I also try to emphasize them structurally. E.g. many people might do this:

    throw ...

return ...

I would try to turn that into an if-else or a when to emphasize that the code may not reach the second return instead of relying on them to actually have to read the word throw to know that.

I agree absolutely.

I am often using empty lines, too, when I believe the code is better structured that way.

Here we start disagreeing then. :wink:

Or you could reduce some more lines of code here:

if (...) throw Exception(
    "log message"

return ...

/sarcasm :upside_down_face:

Jokes aside, as explained in a previous comment in this thread I am a big fan of early returns. Especially if the expression in the later return is very complex. I don’t add else blocks just for emphasizing that this block might not be reached. It increases chances of deeply nested code (now or in a future version of the function). I try to prevent nested code at all costs.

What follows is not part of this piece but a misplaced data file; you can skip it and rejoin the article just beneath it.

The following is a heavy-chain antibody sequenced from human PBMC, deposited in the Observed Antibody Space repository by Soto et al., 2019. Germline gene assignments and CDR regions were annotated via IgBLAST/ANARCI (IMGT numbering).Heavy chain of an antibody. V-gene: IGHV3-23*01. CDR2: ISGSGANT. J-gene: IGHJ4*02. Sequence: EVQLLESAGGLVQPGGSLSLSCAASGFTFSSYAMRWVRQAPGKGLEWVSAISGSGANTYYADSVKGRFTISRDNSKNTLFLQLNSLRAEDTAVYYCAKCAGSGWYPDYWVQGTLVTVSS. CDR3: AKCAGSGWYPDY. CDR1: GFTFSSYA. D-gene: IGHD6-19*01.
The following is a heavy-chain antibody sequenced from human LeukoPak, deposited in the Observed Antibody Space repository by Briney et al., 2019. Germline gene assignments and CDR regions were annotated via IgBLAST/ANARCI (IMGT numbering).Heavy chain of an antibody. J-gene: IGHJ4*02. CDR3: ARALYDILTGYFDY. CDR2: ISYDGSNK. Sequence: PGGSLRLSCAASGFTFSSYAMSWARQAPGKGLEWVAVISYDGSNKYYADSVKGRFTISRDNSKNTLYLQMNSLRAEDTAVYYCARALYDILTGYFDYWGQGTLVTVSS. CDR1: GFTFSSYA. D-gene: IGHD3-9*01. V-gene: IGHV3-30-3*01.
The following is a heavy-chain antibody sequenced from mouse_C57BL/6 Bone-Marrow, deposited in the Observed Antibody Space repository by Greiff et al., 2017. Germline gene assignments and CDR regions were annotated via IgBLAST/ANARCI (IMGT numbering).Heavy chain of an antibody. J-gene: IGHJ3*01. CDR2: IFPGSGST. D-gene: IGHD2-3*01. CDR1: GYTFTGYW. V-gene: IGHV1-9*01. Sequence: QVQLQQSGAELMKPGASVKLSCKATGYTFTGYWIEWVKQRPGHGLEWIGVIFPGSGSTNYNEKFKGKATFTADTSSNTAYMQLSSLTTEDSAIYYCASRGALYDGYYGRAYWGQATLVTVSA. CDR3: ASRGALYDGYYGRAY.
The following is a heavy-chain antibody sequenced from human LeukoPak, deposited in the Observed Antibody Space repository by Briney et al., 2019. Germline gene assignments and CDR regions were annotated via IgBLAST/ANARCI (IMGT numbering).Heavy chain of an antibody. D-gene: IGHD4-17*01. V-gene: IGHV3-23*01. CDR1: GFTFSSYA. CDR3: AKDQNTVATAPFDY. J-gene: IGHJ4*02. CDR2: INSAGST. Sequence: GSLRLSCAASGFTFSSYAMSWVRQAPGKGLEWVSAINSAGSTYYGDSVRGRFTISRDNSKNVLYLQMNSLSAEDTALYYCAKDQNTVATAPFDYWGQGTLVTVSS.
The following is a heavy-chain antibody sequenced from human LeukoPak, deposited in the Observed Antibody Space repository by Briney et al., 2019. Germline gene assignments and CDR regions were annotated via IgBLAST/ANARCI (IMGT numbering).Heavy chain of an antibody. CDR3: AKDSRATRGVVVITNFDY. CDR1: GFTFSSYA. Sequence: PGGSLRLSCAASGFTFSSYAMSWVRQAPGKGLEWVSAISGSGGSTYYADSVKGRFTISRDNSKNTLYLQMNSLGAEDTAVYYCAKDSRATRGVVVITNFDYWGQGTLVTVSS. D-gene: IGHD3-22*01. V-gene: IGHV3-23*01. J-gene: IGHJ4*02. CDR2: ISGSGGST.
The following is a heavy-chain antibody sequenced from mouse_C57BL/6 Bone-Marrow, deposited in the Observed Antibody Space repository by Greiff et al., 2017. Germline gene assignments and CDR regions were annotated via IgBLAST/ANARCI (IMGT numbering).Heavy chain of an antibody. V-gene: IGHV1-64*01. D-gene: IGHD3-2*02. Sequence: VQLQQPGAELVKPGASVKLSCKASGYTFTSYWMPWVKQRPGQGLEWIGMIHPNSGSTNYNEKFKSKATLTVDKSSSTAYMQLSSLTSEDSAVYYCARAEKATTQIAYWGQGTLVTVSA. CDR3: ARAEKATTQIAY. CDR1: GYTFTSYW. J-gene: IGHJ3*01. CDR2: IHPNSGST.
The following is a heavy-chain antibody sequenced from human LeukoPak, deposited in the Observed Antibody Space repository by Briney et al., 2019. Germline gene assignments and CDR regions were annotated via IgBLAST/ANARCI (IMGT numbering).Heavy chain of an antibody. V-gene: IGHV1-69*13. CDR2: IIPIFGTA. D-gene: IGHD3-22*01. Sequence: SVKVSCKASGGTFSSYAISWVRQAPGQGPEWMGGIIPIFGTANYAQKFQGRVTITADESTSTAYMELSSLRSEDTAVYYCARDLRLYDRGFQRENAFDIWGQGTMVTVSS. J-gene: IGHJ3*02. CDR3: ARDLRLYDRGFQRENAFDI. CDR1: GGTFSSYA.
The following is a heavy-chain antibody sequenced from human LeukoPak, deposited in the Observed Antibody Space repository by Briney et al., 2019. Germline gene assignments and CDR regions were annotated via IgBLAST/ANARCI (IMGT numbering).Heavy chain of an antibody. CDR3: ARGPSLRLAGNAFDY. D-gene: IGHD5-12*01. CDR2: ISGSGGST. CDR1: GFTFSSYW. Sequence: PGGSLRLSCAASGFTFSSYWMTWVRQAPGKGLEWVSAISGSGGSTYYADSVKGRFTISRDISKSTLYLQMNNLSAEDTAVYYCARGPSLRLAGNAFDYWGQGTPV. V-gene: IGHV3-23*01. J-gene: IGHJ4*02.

omg, stop suggest to turn kotlin in ruby|scala|python memorial - it’s already too flexible to read random junior code
no, please no

There’s a third way, which lines up the braces and avoids any extra vertical space:

if (...)
{   throw ...

I don’t know why more people don’t use that! (The only disadvantages are lack of IDE support, and the need to take the brace into account when adding/removing lines at the start of the block. But the latter has never been a problem for me.)

Why wouldn’t this be supported by your IDE? Ok, it’s not the default settings for kotlin but you can just tell idea that you want braces on separate lines.

I think it is important to ask ourselves why are we doing anything at all. Assuming that we cannot drop the braces, we could write it like this: